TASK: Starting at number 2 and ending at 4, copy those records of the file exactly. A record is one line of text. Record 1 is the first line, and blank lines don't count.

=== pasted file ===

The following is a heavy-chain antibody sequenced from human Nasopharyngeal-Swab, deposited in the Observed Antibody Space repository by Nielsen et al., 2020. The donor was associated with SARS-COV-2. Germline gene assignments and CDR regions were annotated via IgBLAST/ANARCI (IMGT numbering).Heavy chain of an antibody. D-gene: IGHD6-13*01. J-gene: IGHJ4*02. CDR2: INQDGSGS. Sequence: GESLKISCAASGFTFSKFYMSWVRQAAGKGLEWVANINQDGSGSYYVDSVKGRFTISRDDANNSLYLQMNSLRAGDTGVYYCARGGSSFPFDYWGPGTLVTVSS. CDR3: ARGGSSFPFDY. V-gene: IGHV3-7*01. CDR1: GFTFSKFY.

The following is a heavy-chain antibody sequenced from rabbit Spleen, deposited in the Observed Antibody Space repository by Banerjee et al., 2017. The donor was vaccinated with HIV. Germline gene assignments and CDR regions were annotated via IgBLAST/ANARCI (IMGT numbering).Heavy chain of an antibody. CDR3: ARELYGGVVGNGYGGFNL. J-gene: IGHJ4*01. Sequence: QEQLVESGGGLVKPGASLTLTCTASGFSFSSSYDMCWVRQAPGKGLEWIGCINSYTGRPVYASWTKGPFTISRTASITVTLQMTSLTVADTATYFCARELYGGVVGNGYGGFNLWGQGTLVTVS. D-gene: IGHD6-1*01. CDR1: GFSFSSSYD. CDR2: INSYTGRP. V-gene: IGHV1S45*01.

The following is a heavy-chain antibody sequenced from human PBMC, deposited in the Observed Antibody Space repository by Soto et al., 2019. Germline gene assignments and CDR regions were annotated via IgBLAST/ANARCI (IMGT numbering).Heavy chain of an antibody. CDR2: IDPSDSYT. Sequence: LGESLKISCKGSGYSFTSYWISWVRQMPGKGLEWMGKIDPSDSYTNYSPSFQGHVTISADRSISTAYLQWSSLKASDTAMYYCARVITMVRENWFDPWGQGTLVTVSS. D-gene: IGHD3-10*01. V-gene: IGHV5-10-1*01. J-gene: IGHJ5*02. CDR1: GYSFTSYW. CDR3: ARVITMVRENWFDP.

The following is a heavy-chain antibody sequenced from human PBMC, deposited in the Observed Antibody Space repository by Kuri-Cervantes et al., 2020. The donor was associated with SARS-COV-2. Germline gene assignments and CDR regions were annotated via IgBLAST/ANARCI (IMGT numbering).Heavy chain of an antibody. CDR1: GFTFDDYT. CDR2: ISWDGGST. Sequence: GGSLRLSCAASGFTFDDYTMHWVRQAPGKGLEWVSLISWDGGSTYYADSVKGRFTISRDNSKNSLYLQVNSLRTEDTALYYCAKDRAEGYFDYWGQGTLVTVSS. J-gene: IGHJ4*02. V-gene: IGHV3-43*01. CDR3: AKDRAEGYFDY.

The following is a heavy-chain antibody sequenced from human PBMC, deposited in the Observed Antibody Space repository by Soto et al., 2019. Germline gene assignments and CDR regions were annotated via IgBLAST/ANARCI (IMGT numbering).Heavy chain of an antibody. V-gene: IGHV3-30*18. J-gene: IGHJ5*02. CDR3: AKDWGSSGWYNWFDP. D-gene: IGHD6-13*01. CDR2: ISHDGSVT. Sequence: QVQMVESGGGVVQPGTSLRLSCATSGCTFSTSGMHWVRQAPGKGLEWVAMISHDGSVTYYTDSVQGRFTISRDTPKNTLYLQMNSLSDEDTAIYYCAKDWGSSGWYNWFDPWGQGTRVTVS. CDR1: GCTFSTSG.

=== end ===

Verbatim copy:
The following is a heavy-chain antibody sequenced from rabbit Spleen, deposited in the Observed Antibody Space repository by Banerjee et al., 2017. The donor was vaccinated with HIV. Germline gene assignments and CDR regions were annotated via IgBLAST/ANARCI (IMGT numbering).Heavy chain of an antibody. CDR3: ARELYGGVVGNGYGGFNL. J-gene: IGHJ4*01. Sequence: QEQLVESGGGLVKPGASLTLTCTASGFSFSSSYDMCWVRQAPGKGLEWIGCINSYTGRPVYASWTKGPFTISRTASITVTLQMTSLTVADTATYFCARELYGGVVGNGYGGFNLWGQGTLVTVS. D-gene: IGHD6-1*01. CDR1: GFSFSSSYD. CDR2: INSYTGRP. V-gene: IGHV1S45*01.

The following is a heavy-chain antibody sequenced from human PBMC, deposited in the Observed Antibody Space repository by Soto et al., 2019. Germline gene assignments and CDR regions were annotated via IgBLAST/ANARCI (IMGT numbering).Heavy chain of an antibody. CDR2: IDPSDSYT. Sequence: LGESLKISCKGSGYSFTSYWISWVRQMPGKGLEWMGKIDPSDSYTNYSPSFQGHVTISADRSISTAYLQWSSLKASDTAMYYCARVITMVRENWFDPWGQGTLVTVSS. D-gene: IGHD3-10*01. V-gene: IGHV5-10-1*01. J-gene: IGHJ5*02. CDR1: GYSFTSYW. CDR3: ARVITMVRENWFDP.

The following is a heavy-chain antibody sequenced from human PBMC, deposited in the Observed Antibody Space repository by Kuri-Cervantes et al., 2020. The donor was associated with SARS-COV-2. Germline gene assignments and CDR regions were annotated via IgBLAST/ANARCI (IMGT numbering).Heavy chain of an antibody. CDR1: GFTFDDYT. CDR2: ISWDGGST. Sequence: GGSLRLSCAASGFTFDDYTMHWVRQAPGKGLEWVSLISWDGGSTYYADSVKGRFTISRDNSKNSLYLQVNSLRTEDTALYYCAKDRAEGYFDYWGQGTLVTVSS. J-gene: IGHJ4*02. V-gene: IGHV3-43*01. CDR3: AKDRAEGYFDY.